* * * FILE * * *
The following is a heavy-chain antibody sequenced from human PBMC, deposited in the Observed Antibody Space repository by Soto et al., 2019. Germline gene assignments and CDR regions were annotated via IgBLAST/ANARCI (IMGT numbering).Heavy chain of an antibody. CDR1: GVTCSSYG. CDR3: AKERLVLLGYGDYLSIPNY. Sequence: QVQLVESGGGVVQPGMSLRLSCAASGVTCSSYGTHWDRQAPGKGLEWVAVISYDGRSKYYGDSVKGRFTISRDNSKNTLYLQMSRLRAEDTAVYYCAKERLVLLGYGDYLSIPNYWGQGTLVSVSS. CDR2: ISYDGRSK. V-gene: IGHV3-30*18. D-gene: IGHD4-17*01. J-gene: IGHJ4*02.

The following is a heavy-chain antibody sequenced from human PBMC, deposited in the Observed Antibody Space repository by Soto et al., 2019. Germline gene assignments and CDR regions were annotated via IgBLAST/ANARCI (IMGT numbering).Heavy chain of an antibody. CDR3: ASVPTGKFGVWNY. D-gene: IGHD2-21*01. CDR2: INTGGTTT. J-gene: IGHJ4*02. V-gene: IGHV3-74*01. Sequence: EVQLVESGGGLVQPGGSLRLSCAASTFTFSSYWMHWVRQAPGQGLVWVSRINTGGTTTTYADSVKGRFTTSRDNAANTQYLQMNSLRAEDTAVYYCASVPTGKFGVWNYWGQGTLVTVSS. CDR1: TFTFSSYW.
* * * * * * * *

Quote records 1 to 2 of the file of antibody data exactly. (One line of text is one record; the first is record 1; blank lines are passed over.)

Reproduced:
The following is a heavy-chain antibody sequenced from human PBMC, deposited in the Observed Antibody Space repository by Soto et al., 2019. Germline gene assignments and CDR regions were annotated via IgBLAST/ANARCI (IMGT numbering).Heavy chain of an antibody. CDR1: GVTCSSYG. CDR3: AKERLVLLGYGDYLSIPNY. Sequence: QVQLVESGGGVVQPGMSLRLSCAASGVTCSSYGTHWDRQAPGKGLEWVAVISYDGRSKYYGDSVKGRFTISRDNSKNTLYLQMSRLRAEDTAVYYCAKERLVLLGYGDYLSIPNYWGQGTLVSVSS. CDR2: ISYDGRSK. V-gene: IGHV3-30*18. D-gene: IGHD4-17*01. J-gene: IGHJ4*02.

The following is a heavy-chain antibody sequenced from human PBMC, deposited in the Observed Antibody Space repository by Soto et al., 2019. Germline gene assignments and CDR regions were annotated via IgBLAST/ANARCI (IMGT numbering).Heavy chain of an antibody. CDR3: ASVPTGKFGVWNY. D-gene: IGHD2-21*01. CDR2: INTGGTTT. J-gene: IGHJ4*02. V-gene: IGHV3-74*01. Sequence: EVQLVESGGGLVQPGGSLRLSCAASTFTFSSYWMHWVRQAPGQGLVWVSRINTGGTTTTYADSVKGRFTTSRDNAANTQYLQMNSLRAEDTAVYYCASVPTGKFGVWNYWGQGTLVTVSS. CDR1: TFTFSSYW.